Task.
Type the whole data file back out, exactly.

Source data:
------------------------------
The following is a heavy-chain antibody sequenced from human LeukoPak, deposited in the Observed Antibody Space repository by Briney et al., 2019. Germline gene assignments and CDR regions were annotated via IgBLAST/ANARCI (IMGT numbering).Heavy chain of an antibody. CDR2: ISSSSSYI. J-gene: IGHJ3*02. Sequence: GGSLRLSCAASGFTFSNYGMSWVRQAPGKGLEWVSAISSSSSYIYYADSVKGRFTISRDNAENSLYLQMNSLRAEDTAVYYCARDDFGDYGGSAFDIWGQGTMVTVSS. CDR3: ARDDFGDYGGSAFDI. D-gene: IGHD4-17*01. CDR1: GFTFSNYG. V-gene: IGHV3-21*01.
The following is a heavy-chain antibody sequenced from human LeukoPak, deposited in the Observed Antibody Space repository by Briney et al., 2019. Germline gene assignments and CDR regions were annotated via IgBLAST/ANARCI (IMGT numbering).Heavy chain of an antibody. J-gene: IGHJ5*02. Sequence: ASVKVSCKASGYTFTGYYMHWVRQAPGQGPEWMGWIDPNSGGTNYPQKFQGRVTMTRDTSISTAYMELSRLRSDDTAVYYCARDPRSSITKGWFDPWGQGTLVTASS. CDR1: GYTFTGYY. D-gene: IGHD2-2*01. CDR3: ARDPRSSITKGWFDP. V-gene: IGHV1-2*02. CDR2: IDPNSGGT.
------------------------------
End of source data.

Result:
The following is a heavy-chain antibody sequenced from human LeukoPak, deposited in the Observed Antibody Space repository by Briney et al., 2019. Germline gene assignments and CDR regions were annotated via IgBLAST/ANARCI (IMGT numbering).Heavy chain of an antibody. CDR2: ISSSSSYI. J-gene: IGHJ3*02. Sequence: GGSLRLSCAASGFTFSNYGMSWVRQAPGKGLEWVSAISSSSSYIYYADSVKGRFTISRDNAENSLYLQMNSLRAEDTAVYYCARDDFGDYGGSAFDIWGQGTMVTVSS. CDR3: ARDDFGDYGGSAFDI. D-gene: IGHD4-17*01. CDR1: GFTFSNYG. V-gene: IGHV3-21*01.
The following is a heavy-chain antibody sequenced from human LeukoPak, deposited in the Observed Antibody Space repository by Briney et al., 2019. Germline gene assignments and CDR regions were annotated via IgBLAST/ANARCI (IMGT numbering).Heavy chain of an antibody. J-gene: IGHJ5*02. Sequence: ASVKVSCKASGYTFTGYYMHWVRQAPGQGPEWMGWIDPNSGGTNYPQKFQGRVTMTRDTSISTAYMELSRLRSDDTAVYYCARDPRSSITKGWFDPWGQGTLVTASS. CDR1: GYTFTGYY. D-gene: IGHD2-2*01. CDR3: ARDPRSSITKGWFDP. V-gene: IGHV1-2*02. CDR2: IDPNSGGT.